One of the unique things about water is that it exists in three very different forms (or states of matter as they are known) which are solid, liquid, and gas.  Ordinary, liquid water is the most familiar to us because water is a liquid under everyday conditions, but we are also very familiar with solid water (ice) and gaseous water (steam and water vapor) as well.  Converting water between these three different states is remarkably easy.  All you have to do is change its temperature or pressure.  Take some ice and heat it up and you’ll soon have a pool of liquid water.  Heating it up will cause the water to evaporate and become steam.  It takes a terrific amount of energy to turn ice into water and water into steam, because you have to physically rearrange the structure of the substance in each case and push the molecules further apart.  This is why kettles take so long to boil.  An easier way to turn water from a solid or liquid into a gas would be to simply to leave it out in the open air, and gradually, the more energetic molecules in the water will escape and turn into a cool vapor up above it.

When you heat water to make steam, there comes a point where you keep heating the water but the temperature doesn’t increase.  The energy supplied seems to be vanishing into thin air, but it’s actually pushing apart the molecules in liquid water and turning them into a gas.  In the process, that energy is becoming locked inside the steam as something called latent heat (the word latent just means ‘hidden’). Latent heat is like an immense reserve of energy locked in steam that the inventors of yesteryear used to power factory machines and vehicles using their mighty steam engines.

Early scientists were unable to grasp the concept of latent heat, which seemed to disappear and then reappear later, somewhere else.  To make matters worse, in these times the distinction between heat and temperature was poorly understood, and the instruments to measure them were crude and unreliable. Finally in 1762, a Scottish scientist, Joseph Black made a brilliant leap of scientific intuition, where the bizarre behavior of latent heat was unmasked.  Man had at last discerned a profound truth hidden in poorly understood and seemingly unrelated observations.  Black’s attention was drawn to the latent heat puzzle by an observation on supercooled water, made by a German physicist and engineer Gabriel Daniel Fahrenheit.  Fahrenheit reported the now well-known fact that water can be supercooled, or chilled below the freezing point, without turning to ice.  When shaken, the supercooled water turns instantly to ice, and the temperature rises to the freezing point.  Black meditated on Fahrenheit’s experiment, and on his own observations of the slow melting of ice.  Taken together, the two suggested that a large quantity of heat was absorbed as ice melts, and a corresponding quantity released by the freezing of water.  Starting from this simple insight, he soon realized that a form of heat must exist that mysteriously disappears and reappears as water changes phases.  Black based his reasoning in part on the fact that something expected to happen did not.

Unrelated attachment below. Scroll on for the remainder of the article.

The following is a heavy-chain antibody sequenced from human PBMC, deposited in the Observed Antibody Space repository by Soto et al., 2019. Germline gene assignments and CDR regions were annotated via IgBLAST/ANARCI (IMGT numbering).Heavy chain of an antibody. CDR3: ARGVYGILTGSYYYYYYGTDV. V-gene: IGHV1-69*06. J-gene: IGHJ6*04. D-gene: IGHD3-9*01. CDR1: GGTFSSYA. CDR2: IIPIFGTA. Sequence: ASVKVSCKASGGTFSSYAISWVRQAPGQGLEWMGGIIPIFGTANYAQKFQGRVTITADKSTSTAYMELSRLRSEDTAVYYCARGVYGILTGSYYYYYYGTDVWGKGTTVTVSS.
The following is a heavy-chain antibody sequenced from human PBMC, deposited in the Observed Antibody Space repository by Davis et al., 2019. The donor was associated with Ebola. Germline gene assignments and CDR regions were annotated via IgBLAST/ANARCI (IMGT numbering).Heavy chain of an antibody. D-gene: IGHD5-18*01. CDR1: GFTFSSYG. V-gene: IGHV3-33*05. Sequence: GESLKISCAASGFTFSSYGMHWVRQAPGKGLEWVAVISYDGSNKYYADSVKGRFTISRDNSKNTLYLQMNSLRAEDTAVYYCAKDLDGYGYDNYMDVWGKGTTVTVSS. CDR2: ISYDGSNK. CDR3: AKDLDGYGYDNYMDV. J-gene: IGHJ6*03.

In 1712, Thomas Newcomen a British inventor created the first practical steam engine for pumping water. Scottish inventor James Watt helped take humans away from the farm and into the factory and this opened up a new era known as the modern world.  His steam experiments revealed the revolutionary theory of latent heat (simplistically, the ‘hidden’ heat and energy in steam).  With it, he’ll eventually was able to increase the power of the steam engine fivefold.  Only then did he find out that another resident professor, Robert Black, has already discovered the theory and had been teaching it to his students for several years.  The two pair up.  Watt continues to experiment and realizes that the Newcomen steam engine wastes around three quarters of its heat.  To achieve the mechanical motion its parts (the piston and chamber) were constantly being cooled and heated.  More energy was being expended on this than on delivering mechanical force.  While he was out walking one Sunday afternoon in 1765, Watt saw the solution.  He envisioned a separate chamber in which the steam was allowed to condense.  This meant that there would be no more need for cooling and reheating, making the engine faster and more fuel efficient.  His insights converted a machine of limited use into one that powered the industrial revolution.

When there’s a huge temperature gradient between water and the outside air say, when a pot of boiling water measuring 212 degrees Fahrenheit (100 C) is splashed into air measuring minus 30 F (-34 C) a surprising effect occurs.  The boiling water will instantly turn to snow, and blow away.  This happens because extremely cold air is very dense, with its molecules spaced so closely that there isn’t much room left over for carrying water vapor.  Boiling water, on the other hand, emits vapor very readily.  When the water is thrown into the air, it breaks into droplets, which have even more surface area for vapor to rise off of.  When there is more vapor being emitted than the air can hold, the vapor will ‘precipitate out’ by clinging to microscopic particles in the air, such as sodium or calcium, and forming crystals.  This is how snowflakes are formed.

10 thoughts on “The Watched Pot

  1. My watched pots boil over before I notice – and I’m watching all the time. Maybe the trouble is what’s inside my head, not what’s inside the pot!
    Very interesting read, I have to say, and the pot has now boiled.

    Liked by 1 person